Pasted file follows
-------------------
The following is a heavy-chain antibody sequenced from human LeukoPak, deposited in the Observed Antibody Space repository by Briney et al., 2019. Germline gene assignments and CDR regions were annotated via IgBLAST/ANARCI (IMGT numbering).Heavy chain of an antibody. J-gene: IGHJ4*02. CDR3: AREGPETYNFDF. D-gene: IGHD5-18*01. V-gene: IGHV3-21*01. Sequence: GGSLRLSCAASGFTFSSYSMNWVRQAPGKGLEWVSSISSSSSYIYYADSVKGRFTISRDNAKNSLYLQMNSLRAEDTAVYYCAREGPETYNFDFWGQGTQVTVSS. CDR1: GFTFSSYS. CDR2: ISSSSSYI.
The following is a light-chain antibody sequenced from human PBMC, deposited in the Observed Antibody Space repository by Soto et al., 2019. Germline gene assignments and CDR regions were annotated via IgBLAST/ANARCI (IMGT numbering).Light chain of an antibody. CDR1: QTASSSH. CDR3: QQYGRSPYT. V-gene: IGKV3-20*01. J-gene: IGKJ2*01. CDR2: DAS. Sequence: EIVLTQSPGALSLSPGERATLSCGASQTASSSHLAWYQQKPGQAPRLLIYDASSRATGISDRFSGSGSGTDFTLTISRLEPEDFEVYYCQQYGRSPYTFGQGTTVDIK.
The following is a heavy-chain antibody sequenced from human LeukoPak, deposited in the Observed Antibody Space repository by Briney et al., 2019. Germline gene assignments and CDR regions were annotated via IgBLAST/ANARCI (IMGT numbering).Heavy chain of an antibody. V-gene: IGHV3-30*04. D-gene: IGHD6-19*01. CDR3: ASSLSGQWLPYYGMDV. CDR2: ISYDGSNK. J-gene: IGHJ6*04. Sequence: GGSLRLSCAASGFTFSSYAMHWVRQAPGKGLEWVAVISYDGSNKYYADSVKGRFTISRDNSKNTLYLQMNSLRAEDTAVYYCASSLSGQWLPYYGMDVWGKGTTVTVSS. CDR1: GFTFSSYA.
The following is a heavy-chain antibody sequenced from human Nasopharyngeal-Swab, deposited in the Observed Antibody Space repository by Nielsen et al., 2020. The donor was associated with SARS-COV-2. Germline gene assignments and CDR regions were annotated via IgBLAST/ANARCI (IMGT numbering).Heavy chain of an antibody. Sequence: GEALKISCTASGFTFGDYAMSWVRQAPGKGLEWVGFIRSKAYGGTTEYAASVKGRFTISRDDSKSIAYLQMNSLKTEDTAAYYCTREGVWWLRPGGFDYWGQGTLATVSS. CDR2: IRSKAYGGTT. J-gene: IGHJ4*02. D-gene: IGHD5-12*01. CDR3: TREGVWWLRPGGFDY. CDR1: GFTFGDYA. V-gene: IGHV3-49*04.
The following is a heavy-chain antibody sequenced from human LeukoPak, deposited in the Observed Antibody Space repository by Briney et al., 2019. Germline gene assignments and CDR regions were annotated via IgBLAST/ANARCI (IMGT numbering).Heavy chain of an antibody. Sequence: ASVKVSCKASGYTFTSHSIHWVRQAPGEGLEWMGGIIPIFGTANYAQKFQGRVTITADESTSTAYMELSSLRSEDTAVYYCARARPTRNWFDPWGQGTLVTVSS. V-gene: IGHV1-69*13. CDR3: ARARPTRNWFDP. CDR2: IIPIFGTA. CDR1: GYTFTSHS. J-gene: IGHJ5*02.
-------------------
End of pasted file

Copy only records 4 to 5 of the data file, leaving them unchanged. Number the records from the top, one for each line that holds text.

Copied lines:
The following is a heavy-chain antibody sequenced from human Nasopharyngeal-Swab, deposited in the Observed Antibody Space repository by Nielsen et al., 2020. The donor was associated with SARS-COV-2. Germline gene assignments and CDR regions were annotated via IgBLAST/ANARCI (IMGT numbering).Heavy chain of an antibody. Sequence: GEALKISCTASGFTFGDYAMSWVRQAPGKGLEWVGFIRSKAYGGTTEYAASVKGRFTISRDDSKSIAYLQMNSLKTEDTAAYYCTREGVWWLRPGGFDYWGQGTLATVSS. CDR2: IRSKAYGGTT. J-gene: IGHJ4*02. D-gene: IGHD5-12*01. CDR3: TREGVWWLRPGGFDY. CDR1: GFTFGDYA. V-gene: IGHV3-49*04.
The following is a heavy-chain antibody sequenced from human LeukoPak, deposited in the Observed Antibody Space repository by Briney et al., 2019. Germline gene assignments and CDR regions were annotated via IgBLAST/ANARCI (IMGT numbering).Heavy chain of an antibody. Sequence: ASVKVSCKASGYTFTSHSIHWVRQAPGEGLEWMGGIIPIFGTANYAQKFQGRVTITADESTSTAYMELSSLRSEDTAVYYCARARPTRNWFDPWGQGTLVTVSS. V-gene: IGHV1-69*13. CDR3: ARARPTRNWFDP. CDR2: IIPIFGTA. CDR1: GYTFTSHS. J-gene: IGHJ5*02.